It is evident that GM needs to do something to improve sales. And a robust expansion into the subprime lending market might just be the right prescription. It is a field ripe with potential for the company. After all, it is a huge segment of the U.S. auto market. Sharon Terlep, a writer for the Wall street Journal, quotes Melinda Zabritski, director of automotive credit for Experian Automotive as saying, “By not financing [subprime] consumers, they are locking out about 40% of the U.S. population”.
GM is way behind the pack this year with regard to year-over-year sales increase. After all, Ford, their rival across town, is already up over 30 percent. Honda and Toyota are seeing better increases as well. And, when it comes to lending, all three are getting much better results than GM in the subprime arena.
GM does have a severe barrier to subprime lending though. Ford owns their own finance arm, as do Honda and Toyota. Attracting more buyers is easy. When sales need a boost, all these three automakers need to do is tell their lending arms to relax their qualification standards. GM can’t do this.
In 2006, when GM was in need of cash, they sold 51 percent of GMAC to a private organization led by private equity firm Cerberus Capital Management LP. This group ran into struggles of their own with subprime mortgages in 2008 and was bailed out by the government. The federal government now owns 56 percent of Ally Financial, Inc., formerly GMAC, and 61 percent of GM.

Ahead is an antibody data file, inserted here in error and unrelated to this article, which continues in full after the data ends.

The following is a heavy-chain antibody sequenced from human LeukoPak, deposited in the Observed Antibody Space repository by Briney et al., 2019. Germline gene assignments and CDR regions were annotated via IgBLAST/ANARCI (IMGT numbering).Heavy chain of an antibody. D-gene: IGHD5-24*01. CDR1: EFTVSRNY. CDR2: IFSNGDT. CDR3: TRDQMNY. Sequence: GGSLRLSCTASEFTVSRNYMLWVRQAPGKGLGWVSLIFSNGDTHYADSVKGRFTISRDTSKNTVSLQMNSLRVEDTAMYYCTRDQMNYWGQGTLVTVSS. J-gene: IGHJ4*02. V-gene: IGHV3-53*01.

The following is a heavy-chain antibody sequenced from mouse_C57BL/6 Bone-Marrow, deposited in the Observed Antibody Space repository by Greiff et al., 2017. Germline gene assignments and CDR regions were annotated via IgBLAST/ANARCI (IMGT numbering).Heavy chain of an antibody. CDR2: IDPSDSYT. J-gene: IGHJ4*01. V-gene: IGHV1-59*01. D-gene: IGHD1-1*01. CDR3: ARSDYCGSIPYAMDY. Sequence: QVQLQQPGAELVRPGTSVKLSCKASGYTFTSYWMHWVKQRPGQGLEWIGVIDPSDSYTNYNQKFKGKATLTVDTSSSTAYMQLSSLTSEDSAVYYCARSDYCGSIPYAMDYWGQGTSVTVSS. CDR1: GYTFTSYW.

When GM needs a shot in the arm for sales they can’t demand Ally to loosen the lending requirements because they don’t own the bank. However, they are a bit boot-strapped because the Government has named Ally as GM’s primary lender. Ally finances almost 40 percent of GM’s total sales.
Now we wonder, will GM open its own finance company? A few months ago the company researched this notion. However, research now shows that, for the near term, the company does not plan to open a lending arm or try to take back control of GMAC.
So, what will GM do? An article by Ken Thomas of the Associated Press cites GM spokeswoman Renee Rashid-Merem, “We are developing relationships with other financial sources on a selective basis for specialized financing needs, such as leasing and subprime financing.” So, if you have less than perfect credit, say below a 620 score, you may soon be in luck.
We know GM needs a sales boost. Their North American president, Mark Reuss, was quoted last month saying the company wants to expand their subprime lending power. So, the millions of car buyers with less than perfect credit scores, who are looking for a new car, may be in luck. If you fall into the class of shoppers who worry their credit may block them from owning a new car, don’t worry, GM may soon have a vehicle and lending that is perfect for you.